Fewer childhood vaccines have been given during the Covid-19 pandemic. This is understandable because parents are afraid that they might catch the Covid-19 virus if they bring their kids to hospitals and health centers.
However, Covid-19 is not the only health concern that parents should be vigilant about. Recently, the Department of Health warned the public about the possibility of a measles outbreak. According to World Health Organization, measles outbreaks are being reported in the Philippines in 2020. As of August 2020, there are around 3,500 reported measles cases with 36 deaths. Most of the cases are among children under five years old. Likewise, the return of the polio virus is another health risk that parents should be aware of.
To keep children protected and avoid outbreaks of these vaccine-preventable diseases, the Philippine Pediatric Society (PPS) urges parents to have their children vaccinated. If you have doubts and fears when it comes to vaccination of your chid during the pandemic, here are some vital information from PPS that may address your concerns.
What is vaccination?
Vaccination is a proven preventive measure in the control and eradication of some of the life-threatening infections worldwide.
In the Philippines, coverage rates have suffered drastically in the last couple of years due to fears of vaccine safety, vaccine misinformation and disinformation which has impacted on our public health programs. Immunization coverage rates for vaccines against preventable diseases such as diphtheria, polio, pertussis, Hib, rotavirus, tetanus, pneumococcal, and measles have plateaued, and has never reached the 95% target since its introduction in the 1980`s in National Immunization Programs, giving rise to outbreaks in certain regions globally.
Top 3 Safety Questions Answered:
1. Do vaccines undergo extensive investigation?
Yes. The whole process from development to manufacturing, and licensure, follows a lengthy process that respects ethical considerations and is under the administration of regulatory authorities such as the FDA.
2. What is the purpose of clinical trials?
Clinical Trials involve human volunteers and are conducted in 4 phases to ensure vaccines safety and effectiveness.
Phases of a Clinical Trial:
Phase 1: Test of safety, efficacy, occurrence of serious side effects, size of dose related to side effects.
Phase 2: Test of most common short term side effects, response of immune system of volunteers to the vaccine
Phase 3: Test between people who got the vaccine as opposed to those who do not get vaccinated. They compare vaccine safety, effectiveness, and the more common side effects.
Phase 4: Involves continuous monitoring of safety and effectiveness after licensure for public use
3. What are the possible harmful side effects of vaccines and can they cause illness and even death?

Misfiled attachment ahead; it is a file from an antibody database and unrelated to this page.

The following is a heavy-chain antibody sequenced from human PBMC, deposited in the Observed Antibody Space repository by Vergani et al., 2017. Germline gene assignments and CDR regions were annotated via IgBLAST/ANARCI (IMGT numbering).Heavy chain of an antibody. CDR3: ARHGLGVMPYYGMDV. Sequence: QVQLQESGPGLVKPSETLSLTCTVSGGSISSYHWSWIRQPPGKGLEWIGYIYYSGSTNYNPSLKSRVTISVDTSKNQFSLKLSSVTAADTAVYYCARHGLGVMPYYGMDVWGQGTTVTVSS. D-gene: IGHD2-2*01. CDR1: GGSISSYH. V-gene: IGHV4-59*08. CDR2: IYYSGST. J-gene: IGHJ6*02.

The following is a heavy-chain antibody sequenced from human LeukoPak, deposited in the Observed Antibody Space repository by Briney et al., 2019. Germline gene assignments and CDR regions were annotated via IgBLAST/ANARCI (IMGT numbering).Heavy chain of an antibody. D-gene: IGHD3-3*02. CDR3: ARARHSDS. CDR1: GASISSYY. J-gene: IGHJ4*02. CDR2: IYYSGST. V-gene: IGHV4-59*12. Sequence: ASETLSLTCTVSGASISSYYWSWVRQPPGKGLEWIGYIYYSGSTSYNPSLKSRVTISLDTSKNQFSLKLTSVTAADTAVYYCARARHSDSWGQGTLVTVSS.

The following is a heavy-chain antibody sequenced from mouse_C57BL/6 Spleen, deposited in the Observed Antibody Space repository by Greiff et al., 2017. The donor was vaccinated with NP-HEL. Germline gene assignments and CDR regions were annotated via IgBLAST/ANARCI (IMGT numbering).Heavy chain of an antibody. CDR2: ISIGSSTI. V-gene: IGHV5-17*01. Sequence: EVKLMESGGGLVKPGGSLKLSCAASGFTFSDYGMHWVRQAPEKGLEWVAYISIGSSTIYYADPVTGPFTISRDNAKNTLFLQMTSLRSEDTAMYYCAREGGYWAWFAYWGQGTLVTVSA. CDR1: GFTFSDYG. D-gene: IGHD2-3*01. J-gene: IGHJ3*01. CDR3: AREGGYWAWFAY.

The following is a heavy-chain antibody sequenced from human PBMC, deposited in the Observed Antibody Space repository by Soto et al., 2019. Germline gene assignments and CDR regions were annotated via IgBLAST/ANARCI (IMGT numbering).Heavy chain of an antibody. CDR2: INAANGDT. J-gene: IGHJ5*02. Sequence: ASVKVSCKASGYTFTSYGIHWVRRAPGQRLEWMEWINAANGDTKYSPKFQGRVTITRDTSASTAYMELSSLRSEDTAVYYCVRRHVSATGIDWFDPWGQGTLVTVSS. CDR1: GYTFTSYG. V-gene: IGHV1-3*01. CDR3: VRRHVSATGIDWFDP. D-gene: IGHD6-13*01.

“Vaccines are actually very safe, despite implications to the contrary in many anti-vaccine publications. Most vaccine adverse events are minor and temporary, such as a sore arm or mild fever. These can often be controlled by taking paracetamol after vaccination. More serious adverse events occur rarely (on the order of one per thousands to one per millions of doses), and some are so rare that risk cannot be accurately assessed. As for vaccines causing death, again so few deaths can plausibly be attributed to vaccines that it is hard to assess the risk statistically” .
1.WUENIC-Immunization Coverage- are we losing ground . 2020 2.https://www.cdc.gov/vaccinesafety/ensuringsafety 3.https://www.who.int/vaccine_safety/initiative/detection/immunization_misconceptions
Safety Measures During Vaccination
Because of the Covid-19, the primary concern of parents nowadays is the safety of going to hospitals, clinics or health centers. Here are some of the safety precautions being done to ensure children’s safety during vaccination, according to Dr. Ana Lisa Ong-Lim, fellow of the Philippine Pediatric Society:
- Vaccination and consultations with most doctors nowadays are done by appointment. You have to call first by phone to set a schedule. The reason for this is to screen the patients. Typically, what the pediatrician will do is to have a separate schedule for sick children.
- Visits are done as quickly as possible. That’s why most of the questions will already be asked by the doctor via phone call so that the time that the child will be in the hospital or clinic will be limited.
What Parents Can Do
- If you have a private health care provider, consult your child’s pediatrician regarding vaccination schedule.
- Participate in the nationwide FREE measles, rubella, and polio supplemental immunization activity starting October 26. Ask about the specific schedule from your health care centers or baranggay.
To know more about vaccination, you may click this link to watch Dr. Ana Lisa Ong-Lim’s talk on Pressing Concerns on Vaccination During the Covid-19 Pandemic. Dr. Ong-Lim is a Professor and Attending Pediatrician at the University of Philippines and the Philippine General Hospital (UP-PGH). She is a fellow of the Philippine Pediatric Society, where she serves as a member of its Board of Trustees. She is also the Immediate Past President of the Pediatric Infectious Disease Society of the Philippines.